• For cheesy mashed potatoes, stir in 1 cup (4 oz) of your favorite shredded cheese. We love cheddar or Parmesan.
  • For totally loaded mashed potatoes, try these Cheddar, Bacon and Onion Mashed Potatoes that don’t skimp on toppings.
  • For herbed mashed potatoes, stir in 2 tablespoons chopped of fresh chives or ½ teaspoon of your favorite fresh chopped herb, such as thyme, rosemary or basil, or combine all three for a super flavorful dish.
  • For low-carb mashed fauxtatoes, try our Cheesy Mashed Cauliflower.
  • For a hands-off approach, you can make the absolute easiest mashed potatoes with just two ingredients in the slow cooker.

How to Store Leftover Mashed Potatoes

Leftover mashed potatoes can be stored in the fridge in an airtight container for up to 3-5 days. Mashed potatoes also freeze fairly well and will keep for up to a year in the freezer.

To freeze and reheat: Scoop individual portions of mashed potatoes onto a baking sheet lined with parchment. Freeze uncovered and then put the frozen portions into a freezer bag. To reheat straight from the freezer (or after thawing for a day or two in the fridge), place potato portions in a large pot on the stove on medium to low heat, stirring occasionally. When heated through, add a little extra butter, sour cream or seasoning, if desired.

Make potatoes your pal. Here’s all the other things you can do with spuds.

How to Make Mashed Potatoes

Our no-fuss, no-fail Easy Homemade Mashed Potatoes are made with just five ingredients.

What You Need:

  • Large stock pot or s​auce pan with cover
  • Potato masher


  • 8-10 medium russet potatoes (about 3 lb.)
  • 1 teaspoon salt
  • 2 tablespoons butter, if desired
  • Dash of black pepper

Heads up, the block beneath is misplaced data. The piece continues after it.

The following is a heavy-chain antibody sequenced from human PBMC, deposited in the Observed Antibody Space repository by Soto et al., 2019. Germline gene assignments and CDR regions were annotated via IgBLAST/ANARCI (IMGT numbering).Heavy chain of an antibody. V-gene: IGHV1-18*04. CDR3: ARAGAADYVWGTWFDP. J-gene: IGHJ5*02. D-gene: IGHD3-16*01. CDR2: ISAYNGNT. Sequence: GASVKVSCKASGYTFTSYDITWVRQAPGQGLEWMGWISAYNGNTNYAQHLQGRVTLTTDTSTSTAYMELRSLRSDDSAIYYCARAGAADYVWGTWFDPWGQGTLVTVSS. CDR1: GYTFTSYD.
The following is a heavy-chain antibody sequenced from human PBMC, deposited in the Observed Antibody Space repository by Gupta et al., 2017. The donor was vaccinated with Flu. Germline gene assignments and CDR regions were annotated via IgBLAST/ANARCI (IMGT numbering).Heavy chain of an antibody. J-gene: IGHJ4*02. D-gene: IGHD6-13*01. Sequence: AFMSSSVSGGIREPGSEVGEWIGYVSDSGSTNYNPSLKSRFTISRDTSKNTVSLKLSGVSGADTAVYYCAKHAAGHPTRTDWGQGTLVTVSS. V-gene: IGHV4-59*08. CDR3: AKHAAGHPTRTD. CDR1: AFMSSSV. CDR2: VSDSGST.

• ¼ cup hot milk

Step 1:
Peel your potatoes and chop them into quarters.

Step 2:
Place peeled, chopped potatoes in a large saucepan, adding enough water to cover. Add ¾ teaspoon salt, and bring to a boil.

Peeled, cubed potatoes in a pan of water on the stove

Step 3: Reduce heat to medium-low, cover loosely and boil gently for 15-20 minutes, or until potatoes are tender enough to be poked through with no resistance.

Step 4: Drain well and return potatoes to saucepan. Shake saucepan gently over low heat for 1-2 minutes to evaporate any excess moisture.

(Tip: If you’re tempted to skip this step, don’t! It’s the key to fluffier mashed potatoes.)

Peeled, cubed potatoes in a pan on the stove

Step 5: Mash potatoes with potato masher until no lumps remain. Add butter, pepper and remaining ¼ teaspoon salt. Continue mashing your potatoes, gradually adding enough warmed milk to make potatoes smooth and creamy.

(Tip: Warming milk in the microwave is easiest, and should only take 15-30 seconds depending on your microwave. It’s important to use warm milk so that the cold milk doesn’t cool down the potatoes.)

Mashed potatoes, milk, potato masher in a pan on the stove